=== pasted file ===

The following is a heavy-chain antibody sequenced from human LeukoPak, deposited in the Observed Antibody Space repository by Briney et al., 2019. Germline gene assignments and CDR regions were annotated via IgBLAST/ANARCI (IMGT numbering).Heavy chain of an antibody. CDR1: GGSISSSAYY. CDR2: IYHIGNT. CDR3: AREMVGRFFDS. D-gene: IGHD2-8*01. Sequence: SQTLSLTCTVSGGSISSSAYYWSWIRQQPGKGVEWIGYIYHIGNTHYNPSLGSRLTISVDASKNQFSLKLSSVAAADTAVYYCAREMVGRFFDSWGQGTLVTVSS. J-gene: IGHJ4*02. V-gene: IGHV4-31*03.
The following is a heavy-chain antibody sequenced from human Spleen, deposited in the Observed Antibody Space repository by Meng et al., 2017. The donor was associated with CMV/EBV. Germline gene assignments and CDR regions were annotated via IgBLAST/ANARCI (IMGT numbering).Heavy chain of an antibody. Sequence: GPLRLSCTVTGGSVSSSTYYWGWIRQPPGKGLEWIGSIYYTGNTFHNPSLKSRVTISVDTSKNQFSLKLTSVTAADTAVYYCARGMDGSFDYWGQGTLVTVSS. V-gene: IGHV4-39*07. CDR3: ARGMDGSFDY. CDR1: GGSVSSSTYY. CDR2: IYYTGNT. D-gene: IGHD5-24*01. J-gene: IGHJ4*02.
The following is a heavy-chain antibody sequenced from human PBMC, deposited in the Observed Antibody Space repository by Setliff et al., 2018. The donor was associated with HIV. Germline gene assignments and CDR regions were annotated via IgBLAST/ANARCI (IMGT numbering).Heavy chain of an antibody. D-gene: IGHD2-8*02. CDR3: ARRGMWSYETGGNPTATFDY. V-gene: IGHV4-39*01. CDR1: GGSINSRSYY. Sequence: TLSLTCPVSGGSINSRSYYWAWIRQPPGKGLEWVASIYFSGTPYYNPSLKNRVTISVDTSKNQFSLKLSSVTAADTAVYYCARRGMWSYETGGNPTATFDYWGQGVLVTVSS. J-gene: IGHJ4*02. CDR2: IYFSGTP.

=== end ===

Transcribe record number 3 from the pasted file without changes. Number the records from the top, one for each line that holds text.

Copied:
The following is a heavy-chain antibody sequenced from human PBMC, deposited in the Observed Antibody Space repository by Setliff et al., 2018. The donor was associated with HIV. Germline gene assignments and CDR regions were annotated via IgBLAST/ANARCI (IMGT numbering).Heavy chain of an antibody. D-gene: IGHD2-8*02. CDR3: ARRGMWSYETGGNPTATFDY. V-gene: IGHV4-39*01. CDR1: GGSINSRSYY. Sequence: TLSLTCPVSGGSINSRSYYWAWIRQPPGKGLEWVASIYFSGTPYYNPSLKNRVTISVDTSKNQFSLKLSSVTAADTAVYYCARRGMWSYETGGNPTATFDYWGQGVLVTVSS. J-gene: IGHJ4*02. CDR2: IYFSGTP.